Resources

Books

Your Money or Your Life - This is the granddaddy of financial independence books. This was the one that got me started. Although some of the details of the program in this book are problematic, I still consider this required reading for anyone who wants to achieve financial independence.

Work Less, Live More - This is the best book I've found for financial independence, next to Your Money or Your Life. It fills in a lot of holes in Your Money or Your Life, such as the withdrawal rate, investing, health care, and taxes. It's also updated more frequently. This too I consider required reading.

Awaken the Giant Within - Financial independence requires a certain attitude that is not very common. It requires a lot of creativity, determination, and awareness. These came naturally for me from my rebellious childhood and my interest in philosophy, but I later found some of what I'd discovered on my own in this book by Tony Robbins. If you can get past his excessive use of exclamation points and his tendency to commoditize common philosophical and psychological concepts, I would definitely recommend this book.

What Color is Your Parachute? - This is a good resource for job-hunters and career-changers, providing many more tips than I've offered in the book.

The Complete Tightwad Gazette - This is a collection of every issue of The Tightwad Gazette, a newsletter that promoted thrift as a lifestyle, and provided thousands of tips for saving money without sacrificing quality of life. Dacyczyn was a master at frugality, emphasizing DIY within the context of raising a large family. Some of her tips may seem out-dated or irrelevant to you. She constantly reminds the reader that the tips themselves aren't the point, but the attitude and thought process they demonstrate.

A Random Walk Down Wall Street - This is the best investing book I've read. I consider it essential reading. It explains everything you need to know about investing, in the most down-to-earth fashion I've ever seen, but without dumbing it down. It demonstrates the Random Walk theory of investing. It is a little long-winded, but it's worth it.

Common Sense on Mutual Funds - If you can only read one investing book, read A Random Walk, but if you can read two, read Common Sense. When you read this book, you'll understand just how vital it is to minimize investment costs. Although this book is a little dry at times, the way Bogle exposes the evils of the mutual fund industry is amazing.

All About Asset Allocation - If you can only read two investing books, read A Random Walk and Common Sense, but if you can read three, read All About Asset Allocation. Other books explain how investing works, but fall short when it comes to the nuts-and-bolts of putting together an actual portfolio. This book assumes you know how investing works, and just explains how asset allocation works and how to put together a good portfolio.

Value Investing For Dummies - Don't let the title fool you. Although it's very accessible for the layman, it's also very thorough and detailed. I've read several books on value investing, and this is the best. If you want to learn how to determine if a stock is worth the price, this book will teach you.

Ishmael - This is a perspective on captivity and freedom like none I've ever seen before or since. This book changed my thinking more than any book I've ever read.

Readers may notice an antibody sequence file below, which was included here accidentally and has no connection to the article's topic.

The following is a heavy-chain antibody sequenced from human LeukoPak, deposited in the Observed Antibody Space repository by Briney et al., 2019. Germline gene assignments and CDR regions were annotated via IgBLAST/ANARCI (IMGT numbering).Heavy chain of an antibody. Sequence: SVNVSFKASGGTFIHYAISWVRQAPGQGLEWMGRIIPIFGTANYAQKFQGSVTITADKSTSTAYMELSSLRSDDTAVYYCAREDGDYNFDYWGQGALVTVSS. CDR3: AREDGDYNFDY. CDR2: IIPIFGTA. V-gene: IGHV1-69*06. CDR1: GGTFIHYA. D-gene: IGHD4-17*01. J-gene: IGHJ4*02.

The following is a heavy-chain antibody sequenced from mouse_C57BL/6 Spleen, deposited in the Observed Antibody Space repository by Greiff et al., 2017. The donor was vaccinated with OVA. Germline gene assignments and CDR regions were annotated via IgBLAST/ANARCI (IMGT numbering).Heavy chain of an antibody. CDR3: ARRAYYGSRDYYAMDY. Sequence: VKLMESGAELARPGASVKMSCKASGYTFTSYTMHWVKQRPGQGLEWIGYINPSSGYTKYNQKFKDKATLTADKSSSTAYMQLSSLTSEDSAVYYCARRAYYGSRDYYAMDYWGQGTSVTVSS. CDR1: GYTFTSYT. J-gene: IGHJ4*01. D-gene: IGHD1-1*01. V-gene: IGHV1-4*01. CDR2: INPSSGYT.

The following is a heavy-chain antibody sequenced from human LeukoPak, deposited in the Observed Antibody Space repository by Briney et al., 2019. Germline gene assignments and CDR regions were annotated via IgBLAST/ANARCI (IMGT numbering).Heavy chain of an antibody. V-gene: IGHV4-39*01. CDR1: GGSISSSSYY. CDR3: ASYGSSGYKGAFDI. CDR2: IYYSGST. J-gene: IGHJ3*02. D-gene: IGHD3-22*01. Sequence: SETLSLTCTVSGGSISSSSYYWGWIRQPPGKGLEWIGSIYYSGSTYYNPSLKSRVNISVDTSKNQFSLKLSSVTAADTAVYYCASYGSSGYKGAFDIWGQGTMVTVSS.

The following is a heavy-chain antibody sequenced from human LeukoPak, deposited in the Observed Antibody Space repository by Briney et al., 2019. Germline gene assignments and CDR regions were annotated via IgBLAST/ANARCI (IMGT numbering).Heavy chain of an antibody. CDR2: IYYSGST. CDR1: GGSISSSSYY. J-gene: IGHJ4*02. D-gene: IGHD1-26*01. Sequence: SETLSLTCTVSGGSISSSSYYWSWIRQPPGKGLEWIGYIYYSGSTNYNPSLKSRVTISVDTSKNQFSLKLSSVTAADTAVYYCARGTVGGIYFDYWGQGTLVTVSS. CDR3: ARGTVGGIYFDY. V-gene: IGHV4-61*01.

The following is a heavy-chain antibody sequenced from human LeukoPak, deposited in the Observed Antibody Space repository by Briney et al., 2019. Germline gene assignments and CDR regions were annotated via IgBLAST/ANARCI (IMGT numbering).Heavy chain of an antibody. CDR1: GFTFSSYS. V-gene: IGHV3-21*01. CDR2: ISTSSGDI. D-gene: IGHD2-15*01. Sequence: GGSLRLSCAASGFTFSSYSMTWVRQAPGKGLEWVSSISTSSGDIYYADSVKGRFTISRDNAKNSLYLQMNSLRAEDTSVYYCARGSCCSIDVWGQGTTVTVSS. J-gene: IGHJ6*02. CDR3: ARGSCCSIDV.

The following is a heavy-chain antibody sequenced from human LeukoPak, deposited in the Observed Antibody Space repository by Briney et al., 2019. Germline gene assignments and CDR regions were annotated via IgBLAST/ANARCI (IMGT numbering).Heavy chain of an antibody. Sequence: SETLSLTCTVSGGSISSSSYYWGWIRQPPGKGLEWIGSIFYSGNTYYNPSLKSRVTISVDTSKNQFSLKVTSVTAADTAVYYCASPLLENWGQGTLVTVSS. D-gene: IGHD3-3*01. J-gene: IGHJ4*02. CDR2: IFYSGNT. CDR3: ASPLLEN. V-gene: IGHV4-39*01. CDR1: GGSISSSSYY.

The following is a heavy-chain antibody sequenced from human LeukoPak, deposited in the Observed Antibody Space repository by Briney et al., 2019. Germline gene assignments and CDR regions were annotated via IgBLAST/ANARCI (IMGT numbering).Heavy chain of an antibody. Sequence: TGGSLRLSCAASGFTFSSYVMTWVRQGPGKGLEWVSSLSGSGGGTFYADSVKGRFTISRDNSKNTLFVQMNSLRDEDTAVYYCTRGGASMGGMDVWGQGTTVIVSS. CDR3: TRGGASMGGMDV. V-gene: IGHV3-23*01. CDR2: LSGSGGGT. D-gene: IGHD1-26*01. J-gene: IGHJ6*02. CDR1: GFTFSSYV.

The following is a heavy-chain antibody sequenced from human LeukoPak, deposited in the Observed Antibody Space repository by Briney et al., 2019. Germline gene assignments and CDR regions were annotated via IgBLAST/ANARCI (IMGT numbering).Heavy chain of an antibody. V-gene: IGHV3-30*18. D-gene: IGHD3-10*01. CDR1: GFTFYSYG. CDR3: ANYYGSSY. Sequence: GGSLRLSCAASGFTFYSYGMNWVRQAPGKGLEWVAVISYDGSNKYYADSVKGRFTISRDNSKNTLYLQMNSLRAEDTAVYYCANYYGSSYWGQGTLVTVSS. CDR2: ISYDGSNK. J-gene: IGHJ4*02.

Walden - This is a classic book by one of America's greatest minds and writers, describing his two year experiment in simple living. He built a cabin in the woods, next to Walden Pond, so he could face the essentials of life and gain perspective on society.

Free at Last - Gives an overview of Sudbury Valley School, which is governed by a participatory democracy, and believes in the birth right of children to their freedom, and the innate ability of children to learn.

How to Talk So Kids Will Listen & Listen So Kids Will Talk - Teaches parents and teachers how to communicate with their children without ever resorting to punishment.

Websites

Mr. Money Mustache - A fabulous financial independence blog, with many helpful articles.

Mad Fientist - The Financial Indepedence Podcast, with interviews and discussions related to financial independence.

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Global Rich List - This will tell you how rich you are compared to the rest of the world. You may be startled to learn just how rich you really are. This website is a little preachy, but it provides an interesting perspective.

Bankrate.com - An excellent tool for finding and comparing financial institutions. You can use this to find the best rates for internet checking, credit cards, mortgages, savings accounts, and more.

Linux Mint - A very easy and popular Linux distribution. I recommend the Xfce edition.

Jamendo - A music service for Creative Commons artists. Use this to find free, excellent music.

Simplicity Collective - Articles, blog, and forum devoted to the voluntary simplicity lifestyle.

Compound interest calculator - Useful for some of the calculations in the book.

Vanguard financial advisors - If you're looking for help with investing.

Vanguard's balanced fund recommendation engine - Answer a few questions, such as risk tolerance and time horizon, and it will recommend a balanced fund intended to meet your needs.

Edmunds.com true market value calculator - Gives you the true market value of a used car, which you can use to estimate depreciation.

Amortization calculator - For creating an amortization schedule for your loans.

eHealthInsurance.com - This is an online health insurance broker that is very easy to use and compare providers.

Why software should be free - Makes the case for software freedom.